On temporal deixis and cognitive models in early Indo-European

Risultato della ricerca: Other contribution

Abstract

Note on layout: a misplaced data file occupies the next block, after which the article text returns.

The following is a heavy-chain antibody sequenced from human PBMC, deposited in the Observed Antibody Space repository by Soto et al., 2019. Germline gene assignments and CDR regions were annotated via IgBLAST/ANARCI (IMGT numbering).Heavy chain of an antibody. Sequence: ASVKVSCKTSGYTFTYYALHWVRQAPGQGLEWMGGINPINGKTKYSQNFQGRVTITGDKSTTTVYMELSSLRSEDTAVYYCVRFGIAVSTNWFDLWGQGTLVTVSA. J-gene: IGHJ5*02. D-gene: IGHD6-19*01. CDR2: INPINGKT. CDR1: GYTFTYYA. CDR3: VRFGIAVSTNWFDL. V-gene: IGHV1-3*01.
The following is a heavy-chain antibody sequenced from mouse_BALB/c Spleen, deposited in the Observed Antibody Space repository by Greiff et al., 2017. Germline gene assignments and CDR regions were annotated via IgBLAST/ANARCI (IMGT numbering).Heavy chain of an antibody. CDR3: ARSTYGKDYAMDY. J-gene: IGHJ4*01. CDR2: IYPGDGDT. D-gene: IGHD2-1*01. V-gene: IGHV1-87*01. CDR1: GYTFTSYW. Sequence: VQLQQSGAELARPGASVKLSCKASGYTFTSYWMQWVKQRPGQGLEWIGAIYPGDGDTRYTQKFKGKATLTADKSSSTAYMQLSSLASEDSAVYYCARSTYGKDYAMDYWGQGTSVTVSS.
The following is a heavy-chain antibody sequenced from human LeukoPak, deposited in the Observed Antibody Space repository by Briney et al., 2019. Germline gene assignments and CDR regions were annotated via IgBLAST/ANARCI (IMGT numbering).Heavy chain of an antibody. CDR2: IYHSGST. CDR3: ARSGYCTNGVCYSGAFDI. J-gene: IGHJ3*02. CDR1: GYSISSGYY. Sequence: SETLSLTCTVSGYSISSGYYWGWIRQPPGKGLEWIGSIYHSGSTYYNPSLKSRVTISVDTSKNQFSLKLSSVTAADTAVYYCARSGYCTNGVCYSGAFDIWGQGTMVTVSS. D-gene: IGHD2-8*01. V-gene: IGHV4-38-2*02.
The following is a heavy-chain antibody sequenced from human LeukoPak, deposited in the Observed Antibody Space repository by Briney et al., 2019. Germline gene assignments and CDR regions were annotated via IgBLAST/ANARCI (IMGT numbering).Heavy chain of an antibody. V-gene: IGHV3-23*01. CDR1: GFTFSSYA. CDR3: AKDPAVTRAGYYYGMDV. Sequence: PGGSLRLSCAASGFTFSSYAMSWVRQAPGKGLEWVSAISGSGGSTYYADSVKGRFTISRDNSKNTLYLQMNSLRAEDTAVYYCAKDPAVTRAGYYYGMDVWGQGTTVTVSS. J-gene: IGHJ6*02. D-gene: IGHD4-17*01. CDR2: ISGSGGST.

Crosslinguistic evidence suggest that there are two different (often coexistent) basic cognitive models for time, on the basis of which the world’s languages express time in terms of conceptual metaphor from the source spatial domain to the target temporal domain: i) the Time-based (Time-Reference-Point) model, in which time is conceptualized in terms of sequentially arrayed objects moving in space, so that a temporal event is relative to another earlier or later temporal event; ii) the Ego-based (Ego-Reference-Point) model, which is considered to have a more complex structure in which times are conceptualized as objects relative to a canonical deictic observer (Ego) located at the hic et nunc time of speech. The world’s languages generally share the same spatial metaphor which locates future events in front of Ego and past events behind Ego. However, this kind of metaphorical mapping turns out to be inverted in Aymara, an Amerindian language, whose speakers use a deictic Ego-RP model locating the future behind the Ego, whereas the past is in front of him/her (Núñez & Sweetser 2006). Such a conceptualization is considered as an exception that challenges the cross-cultural universals of metaphoric cognition. This unusual construal of time has been described as an Ego-RP mapping in which the universal metaphor KNOWLEDGE IS VISION conditions the origin of a static pattern, so that what is known and visible (the past) is in front, whereas what is unknown and invisible (the future) is in back of Ego. If one takes a historical perspective, it can however be observed that the Aymara construal of time is not an exceptional case. By means of a textual analysis, I will argue that in ancient Indo-European languages, e.g. Hittite, Vedic Sanskrit, Latin, an Ego-RP model is used in which the future is located behind a deictic ego-observer. While it has been widely recognized that Indo-European languages construed earlier (and past) events as in front of later ones, as predicted in a Time-RP mapping, it is less clear how in the same languages the passage took place from an ‘archaic’ Time-RP model (Dunkel 1983), in which future events are behind, i.e. follow the past ones in a temporal sequence, to a ‘post-archaic’ Ego-RP model, in which the future is located in front of a deictic observer. Interestingly, data from Homeric Greek (Iliad I, 70), also supported by Old Avestan data (Yasna 31.14), show the traces of a metaphorical mapping of space onto time in which a non-deictic experiencer is inserted in a Time-RP model with an in-tandem alignment, according to a pattern which is attested also in non-Indo-European languages, like West African Hausa and Djerma (Hill, 1978: 528). In such a pattern (Complex Temporal Sequence) the observer imposes his/her orientation to entities in the scene (which otherwise lack an inherent front/back axis alignment), without coinciding yet with the ‘here and now’ deixis of the speech time (Evans 2003: 233). Later (future) events are thus conceptualized as being ahead/in front/before earlier (present) events of the same sequence.References Dunkel, G. F. (1983). Πρόσσω καὶ ὀπίσσω. Zeitschrift für Vergleichende Sprachforschung 96, 66–87. Evans, V. (2003), The Structure of Time. Language, meaning and temporal cognition. Amsterdam/Philadelphia, John Benjamins. Hill, C. A. (1978), Linguistic Representation of Spatial and Temporal Orientation. Proceedings of the 4th Annual Meeting of the Berkeley Linguistics Society. Berkeley UC, Berkeley Press, pp. 524-538. Lakoff, G. & Johnson M. (1980). Metaphors we live by. Chicago, University of Chicago Press. Núñez, R. E. & Sweetser, E. (2006). With the Future Behind Them: Convergent Evidence From Aymara Language and Gesture in the Crosslinguistic Comparison of Spatial Construals